A Mid 18th Century Brass Universal Equinoctial Ring Dial. This is a horological instrument for time telling. The dial consists of two rings and a bridging bar inside the outer ring. The outer ring is known as the meridian ring to represent a circle through the North and South celestial poles. It carries a 90-0-90 degree latitude scale on one side and a 0-90 degree latitude scale on the other, for measuring the height of the sun. The inner-hinged ring represents the celestial equator and is engraved with a double twelve-hour scale. The rotating bridging bar engraved with a calendar for the day of the month, is set at the poles of the meridian to represent the axis of the world and a slider with a pinhole is set between the bars of the bridge to act as the shadow marker. 
This dial shows that 11 March aligns approximately with 11 September, and thus it was laid out and crafted before the Gregorian calendar was adopted in England, and thus pre-1752.  The corresponding scale on the other side of the bridge is that of the solar declination, running from -23-1/2 to +23-1/2 degrees throughout the year.
Reference: Hester Higton. Sundial. An Illustrated History of Portable Dials. Philip Wilson Pub. London. [2001].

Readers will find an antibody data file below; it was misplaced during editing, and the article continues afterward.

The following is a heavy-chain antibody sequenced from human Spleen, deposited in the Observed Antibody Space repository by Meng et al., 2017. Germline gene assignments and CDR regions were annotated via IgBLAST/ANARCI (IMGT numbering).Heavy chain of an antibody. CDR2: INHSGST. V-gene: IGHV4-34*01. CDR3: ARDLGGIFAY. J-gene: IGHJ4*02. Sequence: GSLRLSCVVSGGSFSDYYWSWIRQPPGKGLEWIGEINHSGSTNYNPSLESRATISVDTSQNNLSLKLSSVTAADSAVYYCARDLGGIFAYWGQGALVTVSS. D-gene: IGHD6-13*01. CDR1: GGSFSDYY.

This universal ring dial, or more correctly Universal Equinoctial Ring Dial, is a portable sundial used for navigation. It was used for determining time during daylight hours and in use from the 1600s to mid-nineteenth century. 
To use the ring dial on first finds the altitude of the Sun, the shadow of the pin was made to fall on the angle or ‘nautical’ scale on one side of the instrument. To find the time, the suspension ring was set at the latitude, the small index with the pinhole was moved to coincide with the date on the central bridge, and the point of light from the pinhole gave the time on the hour ring. (I-0978)
Dimensions: Diameter with ring up 45, Diameter without ring 4 1/4, Diameter without ring holder 4, Inches
Condition: The ring dial is in excellent condition with typical age staining.